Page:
Saturday, October 18, 2014

Halloween Movie Month: Hollow

Hollow (2011)
Netflix instant

Hollow is about a mysterious tree with a history of couples hanging themselves from it.  This is a found footage film that follows two couples vacationing in the country near the mysterious tree.

As soon as the movies started, my first reaction was "UGH....a found footage film."  There have been times that the found footage films have actually worked.  But, most of the time, I think that it feels too gimmicky and doesn't work as well as it was intended.  One of my biggest complaints about found footage films is that most of them don't explain why everything is actually being recorded in the first place.  That is definitely the case in Hollow.  There is one quick comment towards the beginning where a character says "if you could just record everything, that would be lovely."  But, that doesn't actually explain why it is that they are recording anything at all.

There were a few things about the found footage angle that actually worked.  Specifically, I think that the lack of music actually worked.  Without any music to let you know the mood or what to expect, there are some parts that end up being pretty creepy.  Some of the unknown and the expectation of something jumping out at you does raise some of the anticipation.  However, I don't feel like they ever lived up to the anticipation they set.  There is one scene towards the end that is pretty creepy.  But, other than that one scene, I feel like most of the horror aspect falls short.

Even though the lack of music worked in the movie's favor, I have another big gripe about the sound in found footage movies.  Rather than picking up more of the background noises to provide a more complete atmosphere, too much of the background noise is cut out so that you can hear the voices more clearly.  The only times that you hear background noises are when they really want to emphasize the "what was that noise???" of it all.

While the sound quality being almost too good took me out of the movie a little bit, the use of light and dark helped to bring me back in a bit.  During scenes that took place at night, when the light on the camera was the only source of light, you only saw where the light was shining.  Only being able to see what was a few feet in front of you definitely added to the tension.  It gave me almost the same sense of tension as Descent did with it's use of light and dark.  In fact, I feel like it played on a very similar fear, but just on opposite ends of the spectrum.  Descent played on the dark in enclosed spaces, whereas Hollow played on the fear of the dark in open spaces.  It was almost like the open spaces in the dark were too vast, resulting in feeling claustrophobic.

They were able to use some low budget techniques to build a lot of the suspense. But, I feel like there was a lot of buildup without much payoff. There are plenty of times where the suspense could have had huge payoffs! On the one hand, it definitely plays on the fear of the unknown, the fear of the dark, and the fear of too much empty space. But I just felt like it fell short somehow. With the dark and the reflection of the light on the windows, there is so much potential to be terrified – they even talk about how the reflection is limiting their view. But they just never really seem to capitalize on that.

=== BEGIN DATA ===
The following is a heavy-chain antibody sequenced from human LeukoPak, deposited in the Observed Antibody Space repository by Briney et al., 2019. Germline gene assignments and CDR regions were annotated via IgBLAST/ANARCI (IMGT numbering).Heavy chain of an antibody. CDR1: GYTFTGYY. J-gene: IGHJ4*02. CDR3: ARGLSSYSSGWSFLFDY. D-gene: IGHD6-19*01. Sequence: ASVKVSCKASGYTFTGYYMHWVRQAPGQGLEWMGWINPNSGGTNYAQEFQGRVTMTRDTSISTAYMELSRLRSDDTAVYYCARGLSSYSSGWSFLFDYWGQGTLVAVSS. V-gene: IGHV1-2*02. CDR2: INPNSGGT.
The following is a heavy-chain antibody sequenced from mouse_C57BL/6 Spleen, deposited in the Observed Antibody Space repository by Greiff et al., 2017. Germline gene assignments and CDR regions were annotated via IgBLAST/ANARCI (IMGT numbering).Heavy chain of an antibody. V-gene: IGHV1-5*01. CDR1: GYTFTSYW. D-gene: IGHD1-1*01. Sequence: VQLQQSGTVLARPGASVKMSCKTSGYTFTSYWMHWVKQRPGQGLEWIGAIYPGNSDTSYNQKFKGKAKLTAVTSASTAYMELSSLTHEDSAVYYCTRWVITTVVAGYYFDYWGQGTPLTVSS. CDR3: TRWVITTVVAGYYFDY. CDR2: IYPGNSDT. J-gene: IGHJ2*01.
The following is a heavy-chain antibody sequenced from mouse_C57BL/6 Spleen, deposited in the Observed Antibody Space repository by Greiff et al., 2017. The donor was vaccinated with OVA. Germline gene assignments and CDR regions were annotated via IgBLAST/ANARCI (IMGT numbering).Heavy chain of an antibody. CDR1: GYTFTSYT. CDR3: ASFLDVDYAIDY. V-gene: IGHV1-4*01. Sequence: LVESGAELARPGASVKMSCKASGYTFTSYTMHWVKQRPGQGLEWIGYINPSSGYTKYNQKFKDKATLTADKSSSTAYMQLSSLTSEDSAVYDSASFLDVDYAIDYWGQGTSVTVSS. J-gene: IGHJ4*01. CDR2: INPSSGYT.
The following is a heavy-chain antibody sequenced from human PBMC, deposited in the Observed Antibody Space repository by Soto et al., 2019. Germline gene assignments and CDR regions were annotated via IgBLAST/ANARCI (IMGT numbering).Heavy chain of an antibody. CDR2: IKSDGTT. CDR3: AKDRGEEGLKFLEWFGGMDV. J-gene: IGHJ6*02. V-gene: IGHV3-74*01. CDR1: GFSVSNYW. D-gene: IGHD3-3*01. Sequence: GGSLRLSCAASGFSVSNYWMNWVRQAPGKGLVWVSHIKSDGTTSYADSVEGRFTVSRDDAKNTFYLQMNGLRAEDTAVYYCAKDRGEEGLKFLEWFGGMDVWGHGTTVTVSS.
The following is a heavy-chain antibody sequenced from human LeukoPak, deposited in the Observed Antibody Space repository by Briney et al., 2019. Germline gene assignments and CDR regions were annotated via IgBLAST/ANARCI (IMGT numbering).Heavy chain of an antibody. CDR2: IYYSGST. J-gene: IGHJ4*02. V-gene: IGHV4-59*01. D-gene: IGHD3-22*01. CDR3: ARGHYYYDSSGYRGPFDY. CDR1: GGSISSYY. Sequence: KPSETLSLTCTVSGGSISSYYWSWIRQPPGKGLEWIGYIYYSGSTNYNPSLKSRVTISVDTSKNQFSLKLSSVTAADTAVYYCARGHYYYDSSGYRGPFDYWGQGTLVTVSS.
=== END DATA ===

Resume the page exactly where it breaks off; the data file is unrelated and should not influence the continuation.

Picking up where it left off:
If they had made it PG-13, I think they actually could have gotten away with more of what they did. By that, I mean that if they had been PG-13, then they wouldn't have been able to show as much...which would have made the suspense a practical choice to achieve the fear. However, to have the swearing and nudity, the horror aspect felt like it fell short for an R movie.

Rating/Recommendation:  2.5/5.  Pass.  I think that this movie had some potential, but the use of the found footage gimmick took me out of the movie a lot more than it brought me into it.  The lack of music and the use of light and dark helped to bring me in, but there were too many inconsistencies that took me right back out.  They make a point to mention that the power goes out in the house in which they are staying, but there is never any explanation about how they keep powering the camera for so long.  There are a lot of scenes that say something along the lines of turning off the camera, but it keeps recording. It's like they throw that line in a few times to remind everyone it's found footage and that the characters know that there is a camera...but then they don't actually react as someone would if they really wanted the camera turned off.  Also, it doesn't make sense that the entire movie, there are jump cuts when they aren't recording. But, towards the end, when they finally start mentioning that they are low on battery, when they cut the camera off, it goes black for a couple seconds. It should jump directly to the next footage, just like the rest of the movie.

Side note:  All I could think about the entire time was the kite-eating tree from Charlie Brown.

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